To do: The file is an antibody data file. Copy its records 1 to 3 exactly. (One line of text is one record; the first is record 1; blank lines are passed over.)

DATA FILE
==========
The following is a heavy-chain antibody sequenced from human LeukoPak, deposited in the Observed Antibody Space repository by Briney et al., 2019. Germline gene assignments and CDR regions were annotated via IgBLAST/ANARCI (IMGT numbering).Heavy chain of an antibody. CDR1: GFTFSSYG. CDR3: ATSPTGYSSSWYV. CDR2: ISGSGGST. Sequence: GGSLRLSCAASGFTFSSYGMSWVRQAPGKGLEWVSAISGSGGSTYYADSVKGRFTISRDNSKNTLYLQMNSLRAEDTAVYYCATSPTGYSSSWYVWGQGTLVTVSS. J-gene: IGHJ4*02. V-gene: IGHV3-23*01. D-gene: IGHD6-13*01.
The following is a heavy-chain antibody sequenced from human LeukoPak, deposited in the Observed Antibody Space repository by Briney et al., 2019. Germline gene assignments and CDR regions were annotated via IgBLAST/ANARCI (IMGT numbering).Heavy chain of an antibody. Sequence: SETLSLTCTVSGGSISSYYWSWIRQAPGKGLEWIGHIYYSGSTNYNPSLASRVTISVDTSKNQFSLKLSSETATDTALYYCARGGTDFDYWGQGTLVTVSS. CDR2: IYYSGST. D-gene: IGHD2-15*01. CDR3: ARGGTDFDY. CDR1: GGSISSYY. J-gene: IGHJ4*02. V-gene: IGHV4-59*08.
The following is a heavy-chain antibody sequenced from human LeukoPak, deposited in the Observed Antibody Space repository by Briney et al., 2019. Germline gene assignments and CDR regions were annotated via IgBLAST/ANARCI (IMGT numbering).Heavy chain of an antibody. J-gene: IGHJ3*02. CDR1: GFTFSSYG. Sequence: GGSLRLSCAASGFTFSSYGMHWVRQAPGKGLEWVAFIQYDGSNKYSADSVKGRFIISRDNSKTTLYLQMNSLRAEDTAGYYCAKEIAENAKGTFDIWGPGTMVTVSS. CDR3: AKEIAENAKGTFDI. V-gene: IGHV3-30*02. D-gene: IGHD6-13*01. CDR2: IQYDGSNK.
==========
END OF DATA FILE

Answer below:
The following is a heavy-chain antibody sequenced from human LeukoPak, deposited in the Observed Antibody Space repository by Briney et al., 2019. Germline gene assignments and CDR regions were annotated via IgBLAST/ANARCI (IMGT numbering).Heavy chain of an antibody. CDR1: GFTFSSYG. CDR3: ATSPTGYSSSWYV. CDR2: ISGSGGST. Sequence: GGSLRLSCAASGFTFSSYGMSWVRQAPGKGLEWVSAISGSGGSTYYADSVKGRFTISRDNSKNTLYLQMNSLRAEDTAVYYCATSPTGYSSSWYVWGQGTLVTVSS. J-gene: IGHJ4*02. V-gene: IGHV3-23*01. D-gene: IGHD6-13*01.
The following is a heavy-chain antibody sequenced from human LeukoPak, deposited in the Observed Antibody Space repository by Briney et al., 2019. Germline gene assignments and CDR regions were annotated via IgBLAST/ANARCI (IMGT numbering).Heavy chain of an antibody. Sequence: SETLSLTCTVSGGSISSYYWSWIRQAPGKGLEWIGHIYYSGSTNYNPSLASRVTISVDTSKNQFSLKLSSETATDTALYYCARGGTDFDYWGQGTLVTVSS. CDR2: IYYSGST. D-gene: IGHD2-15*01. CDR3: ARGGTDFDY. CDR1: GGSISSYY. J-gene: IGHJ4*02. V-gene: IGHV4-59*08.
The following is a heavy-chain antibody sequenced from human LeukoPak, deposited in the Observed Antibody Space repository by Briney et al., 2019. Germline gene assignments and CDR regions were annotated via IgBLAST/ANARCI (IMGT numbering).Heavy chain of an antibody. J-gene: IGHJ3*02. CDR1: GFTFSSYG. Sequence: GGSLRLSCAASGFTFSSYGMHWVRQAPGKGLEWVAFIQYDGSNKYSADSVKGRFIISRDNSKTTLYLQMNSLRAEDTAGYYCAKEIAENAKGTFDIWGPGTMVTVSS. CDR3: AKEIAENAKGTFDI. V-gene: IGHV3-30*02. D-gene: IGHD6-13*01. CDR2: IQYDGSNK.